Bloodborne Rumor Claims We Haven’t Seen The Last of The Game
Bloodborne fans have been craving an update regarding the game in some shape or form for years. The game arrived on PS4 back in 2015 and was met with huge praise from both critics and gamers alike. It did have performance issues, however, that was expected to be ironed out in a potential backward compatibility update for the PS5 or a full-fledged remaster.
Neither of these things has happened up until now, leaving fans confused and disappointed, as Bloodborne remains stuck at PS4 performance at a cap of 30 fps with irregular fame pacing. During the latest episode of Sacred Symbols: A PlayStation Podcast, in which the participants were ranking their personal top 25 PS4 games, Colin Moriarty made a random statement regarding Bloodborne that has led to more questions.
Moriarty claims that we haven’t seen the last of Bloodborne, which in itself is as vague as it gets. It could imply a remaster, or even a full-blown remake. Keen observers had previously spotted a PS5 version via the version selector on the PlayStation Store. However, this turned out to be nothing more than a bug, which also existed for several other games, including Modern Warfare to Final Fantasy XV.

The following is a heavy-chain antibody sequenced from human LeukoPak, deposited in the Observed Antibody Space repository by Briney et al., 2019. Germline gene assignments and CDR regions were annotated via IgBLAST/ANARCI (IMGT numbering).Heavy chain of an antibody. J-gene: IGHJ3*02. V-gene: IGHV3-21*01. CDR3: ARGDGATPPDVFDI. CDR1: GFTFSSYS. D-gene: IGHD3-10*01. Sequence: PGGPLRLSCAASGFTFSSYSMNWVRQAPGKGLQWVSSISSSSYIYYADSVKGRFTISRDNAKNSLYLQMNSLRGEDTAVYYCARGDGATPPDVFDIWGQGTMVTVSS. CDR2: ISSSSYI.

Bloodborne is a 2015 action role-playing game for the PlayStation 4 developed by FromSoftware and published by Sony Computer Entertainment. It takes the player’s character, a Hunter, through the decaying Gothic, Victorian-era–inspired metropolis of Yharnam, which is plagued by sickness. The player’s character unravels the city’s mysteries while fighting animals and cosmic creatures in an attempt to uncover the root of the epidemic.
A modder was able to remove the 30 fps cap and get the game to target 60 fps via a custom patch for modded PS4s. There were some caveats, however. While the frame pacing was fixed, the frame rate dropped quite often, despite the patch reducing the resolution from 1080p to 720p. Regardless, it was still a better experience than the official state that Bloodborne remains to this day.